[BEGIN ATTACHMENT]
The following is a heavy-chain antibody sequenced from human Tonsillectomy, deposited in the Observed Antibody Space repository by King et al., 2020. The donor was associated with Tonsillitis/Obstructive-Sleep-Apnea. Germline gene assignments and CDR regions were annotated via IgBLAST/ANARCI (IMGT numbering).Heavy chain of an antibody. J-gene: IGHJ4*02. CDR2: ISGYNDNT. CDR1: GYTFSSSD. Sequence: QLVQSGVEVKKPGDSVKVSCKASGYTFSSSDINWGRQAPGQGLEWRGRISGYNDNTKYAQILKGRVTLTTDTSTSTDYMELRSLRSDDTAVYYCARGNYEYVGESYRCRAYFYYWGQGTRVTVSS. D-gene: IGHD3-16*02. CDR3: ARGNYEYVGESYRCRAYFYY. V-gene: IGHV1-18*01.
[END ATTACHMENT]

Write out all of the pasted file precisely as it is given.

The following is a heavy-chain antibody sequenced from human Tonsillectomy, deposited in the Observed Antibody Space repository by King et al., 2020. The donor was associated with Tonsillitis/Obstructive-Sleep-Apnea. Germline gene assignments and CDR regions were annotated via IgBLAST/ANARCI (IMGT numbering).Heavy chain of an antibody. J-gene: IGHJ4*02. CDR2: ISGYNDNT. CDR1: GYTFSSSD. Sequence: QLVQSGVEVKKPGDSVKVSCKASGYTFSSSDINWGRQAPGQGLEWRGRISGYNDNTKYAQILKGRVTLTTDTSTSTDYMELRSLRSDDTAVYYCARGNYEYVGESYRCRAYFYYWGQGTRVTVSS. D-gene: IGHD3-16*02. CDR3: ARGNYEYVGESYRCRAYFYY. V-gene: IGHV1-18*01.